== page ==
Sarah Boesveld: Teacher keeps promise to mail thousands of former students letters written by their past selves

The Kosher Gourmet by Sharon Thompson Anyone can make a salad, you say. But can they make a great salad? (SECRETS, TESTED TECHNIQUES + 4 RECIPES, INCLUDING DRESSINGS)

April 2, 2014

Paul Greenberg: Death and joy in the spring

Dan Barry: Should South Carolina Jews be forced to maintain this chimney built by Germans serving the Nazis?

Mayra Bitsko: Save me! An alien took over my child's personality

Frank Clayton: Get happy: 20 scientifically proven happiness activities

Susan Scutti: It's Genetic! Obesity and the 'Carb Breakdown' Gene

Lecia Bushak: Why Hand Sanitizer May Actually Harm Your Health

Stacy Rapacon: Great Funds You Can Own for $500 or Less

Cameron Huddleston: 7 Ways to Save on Home Decor

The Kosher Gourmet by Steve Petusevsky Exploring ingredients as edible-stuffed containers (TWO RECIPES + TIPS & TECHINQUES)

Jewish World Review August 23, 2005 / 18 Av, 5765

Don't Look Now, But...

By Mort Zuckerman

Mort Zuckerman
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http://www.JewishWorldReview.com | In the classic serial melodrama of the comics, the hero was left with a single finger gripping a high ledge, a tiger above and a ravine below. The following week we would read, "With one bound, he was free." That same incredibility now looks to be the happy story line for Uncle Sam.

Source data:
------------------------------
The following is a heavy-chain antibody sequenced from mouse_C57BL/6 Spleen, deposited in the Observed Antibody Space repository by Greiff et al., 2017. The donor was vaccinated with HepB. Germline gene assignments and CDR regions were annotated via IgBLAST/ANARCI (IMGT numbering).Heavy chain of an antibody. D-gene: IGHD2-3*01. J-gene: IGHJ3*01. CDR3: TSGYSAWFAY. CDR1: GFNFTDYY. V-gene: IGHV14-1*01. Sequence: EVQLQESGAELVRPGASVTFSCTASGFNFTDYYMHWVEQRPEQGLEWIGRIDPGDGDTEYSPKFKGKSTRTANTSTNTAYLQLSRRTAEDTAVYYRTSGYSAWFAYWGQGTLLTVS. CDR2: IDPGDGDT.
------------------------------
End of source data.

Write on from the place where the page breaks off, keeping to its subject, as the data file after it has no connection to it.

Following the dot-com bust of 2000-2001, you will recall, it seemed we could no longer enjoy the benefits of the "new economy" of growth without inflation and the inevitable risks of a Fed-induced monetary squeeze that could plunge us into recession. Well, far more hazards than a single snarling tiger now face us. Start with soaring energy prices, the seemingly endless costs of Iraq, a falling dollar, ballooning deficits, and corporate layoffs. The list goes on, but amazingly, we still haven't fallen into the ravine of recession. Just the opposite, in fact. Today, economic growth is stronger than had been anticipated, and fewer are out of work—207,000 new jobs were created just last month, and over 2 million in the past year. Inflation and long-term interest rates are much lower than expected. Corporate profits and global growth match or exceed the averages of the late 1990s.